Forum for Science, Industry and Business

Sponsored by:     3M 
Search our Site:

 

A closer look yields new clues to why bacteria stick to things

26.03.2003


A bacterium’s ability to change its hairstyle may help in the effort to clean contaminated groundwater for drinking, according to Penn State researchers.



People are continually moving into places that are hot, sunny and arid where drinking water is in short supply, says R. Kramer Campen, Penn State graduate student in geosciences. "The imperative to find ways to clean groundwater is paramount," he told attendees today (March 25) at the 225th American Chemical Society national meeting in New Orleans.

In the ocean, bacteria can be released into the water to clean up oil spills, carried to the target by the same currents that transport the oil. Groundwater poses a more difficult problem as these single-cell organisms tend to adhere to certain minerals in the soil preventing them from following the pollutant’s trail. Bacterial adhesion is also responsible for many medical problems such as tooth decay and artificial limb and organ rejection. "There is a growing awareness that you need a molecular level understanding," says Campen. "At that level, the processes that cause a bacterium to adhere to a mineral in soil or to a tooth have to be the same."


For many years, scientists have noted that bacteria stick to iron particles in soil, but not to sand grains. Until recently, this has been explained by invoking the same forces that hold a balloon to the ceiling after you rub it on your sweater. Researchers thought that the tiny, negative electrical charges on sand grains repelled the negatively charged bacteria, while the positively charged iron attracted them.

However, Campen and his adviser, James Kubicki, assistant professor of geosciences, think it is all about the hair. Bacteria are covered with atomic-scale chains of complex sugar molecules with "one end fastened into the cell membrane and the rest extending outward," explains Campen. "The hair analogy is a good one."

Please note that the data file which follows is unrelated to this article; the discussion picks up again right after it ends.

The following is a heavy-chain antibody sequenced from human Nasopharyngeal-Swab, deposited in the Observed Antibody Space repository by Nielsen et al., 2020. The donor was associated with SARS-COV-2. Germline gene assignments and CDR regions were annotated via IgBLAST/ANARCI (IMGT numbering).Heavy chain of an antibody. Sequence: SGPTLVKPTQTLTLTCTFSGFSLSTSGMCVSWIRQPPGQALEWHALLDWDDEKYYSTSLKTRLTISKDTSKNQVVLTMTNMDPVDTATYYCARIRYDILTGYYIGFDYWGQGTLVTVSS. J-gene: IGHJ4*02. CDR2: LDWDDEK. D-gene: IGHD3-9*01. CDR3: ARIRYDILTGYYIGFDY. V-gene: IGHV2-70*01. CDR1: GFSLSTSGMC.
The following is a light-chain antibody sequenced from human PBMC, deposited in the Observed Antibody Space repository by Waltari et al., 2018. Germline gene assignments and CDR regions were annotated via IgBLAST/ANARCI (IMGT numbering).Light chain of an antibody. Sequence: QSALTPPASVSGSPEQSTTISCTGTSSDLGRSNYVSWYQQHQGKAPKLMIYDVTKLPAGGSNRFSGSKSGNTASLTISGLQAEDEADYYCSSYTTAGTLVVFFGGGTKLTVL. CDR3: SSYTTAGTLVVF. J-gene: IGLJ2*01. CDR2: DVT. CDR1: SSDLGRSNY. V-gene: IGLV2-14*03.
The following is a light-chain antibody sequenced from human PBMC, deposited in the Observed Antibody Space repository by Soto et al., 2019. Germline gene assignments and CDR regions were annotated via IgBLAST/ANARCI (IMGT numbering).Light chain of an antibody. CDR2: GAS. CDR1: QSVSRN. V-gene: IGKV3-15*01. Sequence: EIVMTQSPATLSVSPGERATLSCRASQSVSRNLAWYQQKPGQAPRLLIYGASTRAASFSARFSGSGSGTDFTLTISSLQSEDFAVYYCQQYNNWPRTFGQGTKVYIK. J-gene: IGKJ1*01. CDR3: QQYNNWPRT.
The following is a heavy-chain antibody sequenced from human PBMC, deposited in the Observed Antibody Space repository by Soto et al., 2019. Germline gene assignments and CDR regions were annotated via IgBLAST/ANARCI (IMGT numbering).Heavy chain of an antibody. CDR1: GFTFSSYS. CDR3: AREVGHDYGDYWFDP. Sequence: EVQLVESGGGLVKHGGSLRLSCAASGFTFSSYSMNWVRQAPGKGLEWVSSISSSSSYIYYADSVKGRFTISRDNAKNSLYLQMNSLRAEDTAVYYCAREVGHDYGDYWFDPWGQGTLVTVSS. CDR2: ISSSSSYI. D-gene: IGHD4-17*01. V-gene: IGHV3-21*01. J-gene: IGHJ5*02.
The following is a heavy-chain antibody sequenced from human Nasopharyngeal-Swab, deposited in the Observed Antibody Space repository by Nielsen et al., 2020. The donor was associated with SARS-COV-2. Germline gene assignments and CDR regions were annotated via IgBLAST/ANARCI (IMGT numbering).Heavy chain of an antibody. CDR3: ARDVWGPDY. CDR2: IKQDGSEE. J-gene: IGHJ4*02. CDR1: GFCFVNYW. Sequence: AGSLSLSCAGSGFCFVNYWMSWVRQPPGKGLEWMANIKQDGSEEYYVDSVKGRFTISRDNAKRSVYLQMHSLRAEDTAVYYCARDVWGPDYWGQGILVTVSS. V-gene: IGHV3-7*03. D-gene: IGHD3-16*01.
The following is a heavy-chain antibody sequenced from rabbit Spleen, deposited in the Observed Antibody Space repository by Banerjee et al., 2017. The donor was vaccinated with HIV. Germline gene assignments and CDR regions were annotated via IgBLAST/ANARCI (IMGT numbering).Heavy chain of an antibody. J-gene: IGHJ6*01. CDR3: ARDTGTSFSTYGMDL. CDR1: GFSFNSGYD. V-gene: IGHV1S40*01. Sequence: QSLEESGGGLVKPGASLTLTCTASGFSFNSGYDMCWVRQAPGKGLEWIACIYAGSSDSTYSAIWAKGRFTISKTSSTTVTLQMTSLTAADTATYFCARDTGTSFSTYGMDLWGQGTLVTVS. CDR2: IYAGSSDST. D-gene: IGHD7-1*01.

The hairs, actually polymers, present a problem for the charge-based explanation because the strength of the attraction (or repulsion) depends on how close the objects are to each other. Because the charges are so small, at a distance of one hair-length no attraction should be felt.

Electrical charges may still be important, just not for the reasons previously thought. Polymers come in two varieties – one with no charge and another with positive and negative charges distributed along its length. A single bacterium has both, and the aggregate is known as a polymer brush.

Campen put polymers similar to those on bacteria, both charged and uncharged, into a liquid solution with iron and sand-like particles. He discovered that both adhered to the iron, challenging the idea that electrical forces are the cause of stickiness.

The charged hairs may have another purpose. "If you’re a bacterium in a nutrient-rich environment you’d like to stick around for while," says Campen. "If you’re in a nutrient-poor environment you’d rather decrease the chances that you’ll stick to surfaces."

To accomplish this, he thinks the bacterium may rearrange the positive and negative charges along its charged polymers in such a way that they would extend, allowing the whole brush to expand, contact surfaces, and become stuck. Or, in a different arrangement the charged hairs would scrunch up, flattening the brush and allowing the bacterium to be carried away.

Developing a method to control this behavior would provide scientists with the means to send bacteria where needed, or prevent them from accumulating where they can do harm.